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Commas WITHIN subordinate clauses

I'm aware of the rules regarding punctuation before subordinate clauses, but want to double check on the rules regarding commas within subordinate clauses. Specifically, when the subordinate clause contains two independent clauses within it, should you use a comma before the conjunction or no?
Specific example:
Amanda writes that she received Johanna's letters, and she will now forward them to Kate.
OR
Amanda writes that she received Johanna's letters and she will now forward them to Kate.

In both cases, the portions refer to what Amanda is writing that she will do, not what Amanda is doing (if that makes sense).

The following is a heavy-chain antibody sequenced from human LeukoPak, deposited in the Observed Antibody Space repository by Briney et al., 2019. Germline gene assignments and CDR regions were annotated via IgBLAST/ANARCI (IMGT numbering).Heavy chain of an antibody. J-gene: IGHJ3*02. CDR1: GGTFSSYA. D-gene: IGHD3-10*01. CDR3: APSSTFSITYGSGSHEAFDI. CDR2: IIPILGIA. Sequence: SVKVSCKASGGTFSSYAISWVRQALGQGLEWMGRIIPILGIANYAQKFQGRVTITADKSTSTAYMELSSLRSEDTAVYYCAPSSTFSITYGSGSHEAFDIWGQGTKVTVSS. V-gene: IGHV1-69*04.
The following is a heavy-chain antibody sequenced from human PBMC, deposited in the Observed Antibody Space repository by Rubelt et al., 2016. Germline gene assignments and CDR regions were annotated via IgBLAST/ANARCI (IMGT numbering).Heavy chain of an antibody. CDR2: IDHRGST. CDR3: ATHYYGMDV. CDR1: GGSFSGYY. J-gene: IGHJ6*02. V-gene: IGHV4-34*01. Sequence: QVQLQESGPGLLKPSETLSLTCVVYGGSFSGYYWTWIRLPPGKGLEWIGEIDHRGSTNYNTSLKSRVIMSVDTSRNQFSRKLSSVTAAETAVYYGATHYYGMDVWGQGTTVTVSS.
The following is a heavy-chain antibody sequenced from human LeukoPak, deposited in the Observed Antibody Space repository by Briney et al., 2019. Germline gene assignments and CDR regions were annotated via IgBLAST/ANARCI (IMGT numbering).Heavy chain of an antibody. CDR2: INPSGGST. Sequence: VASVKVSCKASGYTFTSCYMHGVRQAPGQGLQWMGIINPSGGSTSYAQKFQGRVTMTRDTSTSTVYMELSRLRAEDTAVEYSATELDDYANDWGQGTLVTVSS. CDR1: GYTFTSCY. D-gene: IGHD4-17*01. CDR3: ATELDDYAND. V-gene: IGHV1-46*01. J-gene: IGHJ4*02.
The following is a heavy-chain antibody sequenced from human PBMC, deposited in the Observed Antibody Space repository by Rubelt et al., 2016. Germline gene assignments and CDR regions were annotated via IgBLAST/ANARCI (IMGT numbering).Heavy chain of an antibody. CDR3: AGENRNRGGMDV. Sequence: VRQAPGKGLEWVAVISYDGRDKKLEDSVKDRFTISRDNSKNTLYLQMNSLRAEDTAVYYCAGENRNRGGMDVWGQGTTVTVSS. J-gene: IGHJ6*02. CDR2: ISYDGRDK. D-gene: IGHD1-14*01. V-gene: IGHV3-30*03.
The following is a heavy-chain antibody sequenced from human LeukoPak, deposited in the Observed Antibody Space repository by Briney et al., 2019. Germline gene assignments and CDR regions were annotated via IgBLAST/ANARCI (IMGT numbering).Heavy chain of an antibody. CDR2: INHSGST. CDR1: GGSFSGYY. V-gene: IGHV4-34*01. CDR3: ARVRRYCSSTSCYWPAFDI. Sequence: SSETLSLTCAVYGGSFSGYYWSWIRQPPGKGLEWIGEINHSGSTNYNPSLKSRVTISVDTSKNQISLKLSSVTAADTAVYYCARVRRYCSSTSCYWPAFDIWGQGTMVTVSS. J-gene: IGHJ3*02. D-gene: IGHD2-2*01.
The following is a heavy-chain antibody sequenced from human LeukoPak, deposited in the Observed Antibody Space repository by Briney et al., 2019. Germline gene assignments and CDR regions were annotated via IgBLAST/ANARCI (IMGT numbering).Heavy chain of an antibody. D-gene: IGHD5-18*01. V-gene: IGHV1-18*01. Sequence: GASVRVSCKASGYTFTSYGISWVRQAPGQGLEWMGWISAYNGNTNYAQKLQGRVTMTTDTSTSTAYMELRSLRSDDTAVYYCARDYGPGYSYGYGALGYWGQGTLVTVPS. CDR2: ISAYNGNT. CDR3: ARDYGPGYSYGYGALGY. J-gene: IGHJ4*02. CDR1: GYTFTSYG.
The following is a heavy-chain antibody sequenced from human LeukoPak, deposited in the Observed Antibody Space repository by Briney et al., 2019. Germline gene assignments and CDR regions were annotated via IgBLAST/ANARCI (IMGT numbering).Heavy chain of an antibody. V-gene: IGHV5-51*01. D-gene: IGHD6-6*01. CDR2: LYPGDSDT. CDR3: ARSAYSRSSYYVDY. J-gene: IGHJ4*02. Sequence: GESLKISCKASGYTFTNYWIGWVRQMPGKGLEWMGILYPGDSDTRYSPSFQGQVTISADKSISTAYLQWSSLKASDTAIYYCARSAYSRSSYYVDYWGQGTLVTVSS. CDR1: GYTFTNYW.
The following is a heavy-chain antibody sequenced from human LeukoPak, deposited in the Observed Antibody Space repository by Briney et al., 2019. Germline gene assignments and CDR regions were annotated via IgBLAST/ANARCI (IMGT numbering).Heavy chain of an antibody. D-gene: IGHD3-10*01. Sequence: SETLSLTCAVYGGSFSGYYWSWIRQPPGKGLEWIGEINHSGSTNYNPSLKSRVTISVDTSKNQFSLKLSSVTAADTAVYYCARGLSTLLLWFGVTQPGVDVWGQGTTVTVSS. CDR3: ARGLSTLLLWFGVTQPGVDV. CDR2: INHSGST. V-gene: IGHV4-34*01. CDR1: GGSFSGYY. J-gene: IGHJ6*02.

Or is it required that I re-use the relative pronoun in this case?
Amanda writes that she received Johanna's letters and that she will now forward them to Kate.

Comments

  • DavidCrosbieDavidCrosbie ✭✭✭

    I don't think there are any rules concerning punctuation before subordinate clauses, @pizzollo.

    There is a very general rule that we don't place a comma between a VERB and its OBJECT. In English this is taken to include INDIRECT SPEECH. In your sentence:

    • writes is the VERB
    • that she received Johanna's letters is its OBJECT

    The problem with your sentence is that the words could mean
    either
    'she writes that she will now forward them to Kate'
    or
    'I can tell you that she will now forward them to Kate'
    Punctuation can't remove the ambiguity.

    I wouldn't use the word 'required', but I do think it's clearer to write
    Amanda writes that she received Johanna's letters, and that she will now forward them to Kate.

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